What impact, if any, will the controller have on throughput? A new printing system should not negatively impact throughput speeds on a printing line. Thus, identifying the optimum throughput speeds needed for current and future projects is important information to know before a printing demonstration.
In 2006, mailing companies and commercial printers were introduced to the IMB, the next generation of USPS barcode technology to track letters and flats. In a single code, it combines the tracking capabilities of PLANET Code with the routing information offered by POSTNET.
The amount of information contained within the IMB can facilitate tracking an individual piece throughout the mail stream. This is made possible because the IMB's design offers the ability to apply a nine-digit sequence number or a unique mailing identifier to printed pieces. Therefore, a mailing company can track whether mail pieces were delivered within their expected delivery range, helping improve quality control, particularly for time-sensitive material.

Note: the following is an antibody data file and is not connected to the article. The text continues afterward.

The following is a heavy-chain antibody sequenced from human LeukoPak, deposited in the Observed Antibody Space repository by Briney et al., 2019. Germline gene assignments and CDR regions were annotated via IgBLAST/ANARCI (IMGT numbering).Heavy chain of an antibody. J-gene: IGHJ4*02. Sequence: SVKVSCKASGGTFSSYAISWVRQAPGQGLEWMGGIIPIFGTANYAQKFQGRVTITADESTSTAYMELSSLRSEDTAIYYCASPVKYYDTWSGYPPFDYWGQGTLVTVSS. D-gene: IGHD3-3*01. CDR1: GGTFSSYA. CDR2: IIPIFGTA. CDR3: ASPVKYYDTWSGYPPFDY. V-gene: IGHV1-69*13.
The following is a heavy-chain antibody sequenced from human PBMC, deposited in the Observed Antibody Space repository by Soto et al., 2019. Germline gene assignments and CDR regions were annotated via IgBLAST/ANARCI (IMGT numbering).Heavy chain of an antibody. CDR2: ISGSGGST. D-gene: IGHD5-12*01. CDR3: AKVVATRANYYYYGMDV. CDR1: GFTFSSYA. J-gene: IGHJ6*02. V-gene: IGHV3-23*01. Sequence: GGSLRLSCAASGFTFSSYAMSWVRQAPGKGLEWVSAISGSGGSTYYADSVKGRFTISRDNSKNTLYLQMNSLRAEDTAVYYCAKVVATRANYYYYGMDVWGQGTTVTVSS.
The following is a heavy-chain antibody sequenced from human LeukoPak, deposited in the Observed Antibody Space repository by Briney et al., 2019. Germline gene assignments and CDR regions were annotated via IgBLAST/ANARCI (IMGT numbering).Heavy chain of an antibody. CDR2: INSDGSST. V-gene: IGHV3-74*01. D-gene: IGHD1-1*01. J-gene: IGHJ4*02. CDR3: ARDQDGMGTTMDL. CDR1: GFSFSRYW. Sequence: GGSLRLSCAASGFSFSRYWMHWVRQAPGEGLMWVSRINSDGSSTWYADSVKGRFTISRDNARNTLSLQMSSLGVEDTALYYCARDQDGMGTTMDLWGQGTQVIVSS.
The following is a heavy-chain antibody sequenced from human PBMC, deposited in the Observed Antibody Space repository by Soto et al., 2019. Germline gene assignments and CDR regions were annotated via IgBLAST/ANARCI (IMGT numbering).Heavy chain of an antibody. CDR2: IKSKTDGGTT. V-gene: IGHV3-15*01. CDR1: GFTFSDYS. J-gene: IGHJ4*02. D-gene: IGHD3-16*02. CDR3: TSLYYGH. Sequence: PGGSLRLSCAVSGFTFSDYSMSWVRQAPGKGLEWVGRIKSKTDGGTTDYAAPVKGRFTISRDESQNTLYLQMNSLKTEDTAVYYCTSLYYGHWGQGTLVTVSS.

Though the IMB is not required for mailing automation discounts until 2009, mailing companies have the option of printing it today to receive additional tracking information from the USPS that can be leveraged as extra value to customers, thus setting a mailing company ahead of its competitors. For example, it can be valuable for customers to be able to track the progress of particular mail pieces throughout the mail stream to know when pieces in a given geographical area will be delivered. Alternatively, printing-line information could be included in a barcode in order to track any quality concerns about that barcode back to the line that produced it.